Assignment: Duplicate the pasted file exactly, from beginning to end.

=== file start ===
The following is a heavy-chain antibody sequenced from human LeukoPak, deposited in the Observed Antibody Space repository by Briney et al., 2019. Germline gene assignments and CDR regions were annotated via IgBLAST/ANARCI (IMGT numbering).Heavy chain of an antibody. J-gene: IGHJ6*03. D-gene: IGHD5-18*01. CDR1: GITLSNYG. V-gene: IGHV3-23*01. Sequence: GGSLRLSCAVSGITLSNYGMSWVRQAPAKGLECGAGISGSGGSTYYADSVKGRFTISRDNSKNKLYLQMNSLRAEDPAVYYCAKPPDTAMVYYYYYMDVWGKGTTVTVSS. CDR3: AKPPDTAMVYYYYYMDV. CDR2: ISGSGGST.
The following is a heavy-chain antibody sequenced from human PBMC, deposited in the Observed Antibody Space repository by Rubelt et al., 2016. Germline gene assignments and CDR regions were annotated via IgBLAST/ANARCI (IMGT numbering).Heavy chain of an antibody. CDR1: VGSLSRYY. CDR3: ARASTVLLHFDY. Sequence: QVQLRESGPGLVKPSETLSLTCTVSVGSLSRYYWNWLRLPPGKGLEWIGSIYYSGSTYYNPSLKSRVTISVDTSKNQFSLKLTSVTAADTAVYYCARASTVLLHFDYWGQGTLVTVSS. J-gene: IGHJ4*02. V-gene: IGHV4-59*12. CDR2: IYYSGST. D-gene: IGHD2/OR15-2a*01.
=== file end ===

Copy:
The following is a heavy-chain antibody sequenced from human LeukoPak, deposited in the Observed Antibody Space repository by Briney et al., 2019. Germline gene assignments and CDR regions were annotated via IgBLAST/ANARCI (IMGT numbering).Heavy chain of an antibody. J-gene: IGHJ6*03. D-gene: IGHD5-18*01. CDR1: GITLSNYG. V-gene: IGHV3-23*01. Sequence: GGSLRLSCAVSGITLSNYGMSWVRQAPAKGLECGAGISGSGGSTYYADSVKGRFTISRDNSKNKLYLQMNSLRAEDPAVYYCAKPPDTAMVYYYYYMDVWGKGTTVTVSS. CDR3: AKPPDTAMVYYYYYMDV. CDR2: ISGSGGST.
The following is a heavy-chain antibody sequenced from human PBMC, deposited in the Observed Antibody Space repository by Rubelt et al., 2016. Germline gene assignments and CDR regions were annotated via IgBLAST/ANARCI (IMGT numbering).Heavy chain of an antibody. CDR1: VGSLSRYY. CDR3: ARASTVLLHFDY. Sequence: QVQLRESGPGLVKPSETLSLTCTVSVGSLSRYYWNWLRLPPGKGLEWIGSIYYSGSTYYNPSLKSRVTISVDTSKNQFSLKLTSVTAADTAVYYCARASTVLLHFDYWGQGTLVTVSS. J-gene: IGHJ4*02. V-gene: IGHV4-59*12. CDR2: IYYSGST. D-gene: IGHD2/OR15-2a*01.